Munich Personal RePEc Archive

Ex - Post Risk and the Cyclicality of Banks’ Self - Discipline: Evidence from the USA banks

Tsagkanos, Athanasios and ANDRIAKOPOULOS, KONSTANTINOS (2024): Ex - Post Risk and the Cyclicality of Banks’ Self - Discipline: Evidence from the USA banks.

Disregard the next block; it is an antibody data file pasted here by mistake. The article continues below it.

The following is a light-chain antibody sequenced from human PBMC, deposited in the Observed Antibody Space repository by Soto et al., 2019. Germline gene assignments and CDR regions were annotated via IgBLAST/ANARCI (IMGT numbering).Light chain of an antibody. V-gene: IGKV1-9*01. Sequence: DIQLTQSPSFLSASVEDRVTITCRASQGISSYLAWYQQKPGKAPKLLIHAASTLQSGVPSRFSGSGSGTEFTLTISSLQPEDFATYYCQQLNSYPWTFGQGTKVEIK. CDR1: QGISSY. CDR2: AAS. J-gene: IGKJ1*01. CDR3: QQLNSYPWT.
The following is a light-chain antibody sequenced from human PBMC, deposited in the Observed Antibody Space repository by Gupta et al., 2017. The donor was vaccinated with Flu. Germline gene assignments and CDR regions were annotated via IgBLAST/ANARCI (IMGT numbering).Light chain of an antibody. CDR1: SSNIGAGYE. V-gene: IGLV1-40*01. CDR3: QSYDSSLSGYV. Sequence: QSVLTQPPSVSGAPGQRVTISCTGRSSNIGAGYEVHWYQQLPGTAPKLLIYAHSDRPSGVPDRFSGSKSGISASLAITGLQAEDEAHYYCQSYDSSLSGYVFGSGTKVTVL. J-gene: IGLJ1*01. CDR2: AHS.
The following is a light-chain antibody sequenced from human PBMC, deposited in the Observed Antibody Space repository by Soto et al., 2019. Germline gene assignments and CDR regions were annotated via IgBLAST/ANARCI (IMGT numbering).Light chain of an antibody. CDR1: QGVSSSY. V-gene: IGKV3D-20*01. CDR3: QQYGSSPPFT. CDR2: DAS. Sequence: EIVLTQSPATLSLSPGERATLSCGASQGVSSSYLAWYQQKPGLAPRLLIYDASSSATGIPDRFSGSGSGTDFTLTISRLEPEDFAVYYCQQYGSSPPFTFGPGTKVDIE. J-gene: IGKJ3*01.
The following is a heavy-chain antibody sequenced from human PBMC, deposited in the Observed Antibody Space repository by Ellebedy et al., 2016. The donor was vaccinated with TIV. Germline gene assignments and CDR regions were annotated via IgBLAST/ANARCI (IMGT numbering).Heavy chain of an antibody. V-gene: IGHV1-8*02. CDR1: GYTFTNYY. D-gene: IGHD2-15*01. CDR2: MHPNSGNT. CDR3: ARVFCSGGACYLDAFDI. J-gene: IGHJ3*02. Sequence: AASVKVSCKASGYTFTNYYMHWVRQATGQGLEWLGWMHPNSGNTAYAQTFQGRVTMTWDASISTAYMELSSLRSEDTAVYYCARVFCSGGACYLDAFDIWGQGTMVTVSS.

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Bank firms try to improve their efficiency by offering credit to large firms which extent trade credit to those firms that are blocked from bank credit or faces high possibilities to not pay back their loans. This self-discipline helps banks to become more prudent when they lend risky firms such as small and medium size firms. So, the aim of this research is to empirically examine if both credit cycle of large lending and business cycle affect the ex-post credit risk (i.e. non-performing loans) in the banking system of USA. A unique data set is created by using the Statistics on Depository Institutions report compiled by the Federal Deposit Insurance Corporation covering the period between 2010Q1-2019Q4. The Credit Crunch of 2007 had its origin in US real estate market, but rapidly it is expanded worldwide because of banking system interconnection across countries. A crucial characteristic of the aforementioned crises was the defaults on subprime mortgages because of the lax lending practices and because the period covered by the low starter interest rate ended. Therefore, we carry out research on US NPLs considering a very important banking system for the global economy taking into account the pressure on south part pf Eurozone because of the Credit Crunch of 2007 as well as for the robustness of many European banks because of the interconnection of banks across counties. What we found, using the GMM as econometric methodology, is that both current credit cycle of large lending and current business cycle can influence negatively the US NPLs due to the self-discipline role of large lending and the adverse macroeconomic conditions respectively. In addition, we found that the credit cycle of large lending it can be associated positively with US NPLs with one period lag supporting the excess credit influence on NPLs. Moreover, we noticed that the US NPLs have not a symmetric sensitivity between both business cycle and credit cycle of large lending. Finally, the empirical result of our research can help policy makers as well as bankers to their effort to develop a more stable banking system when they design policies to deal effectively with NPLs.

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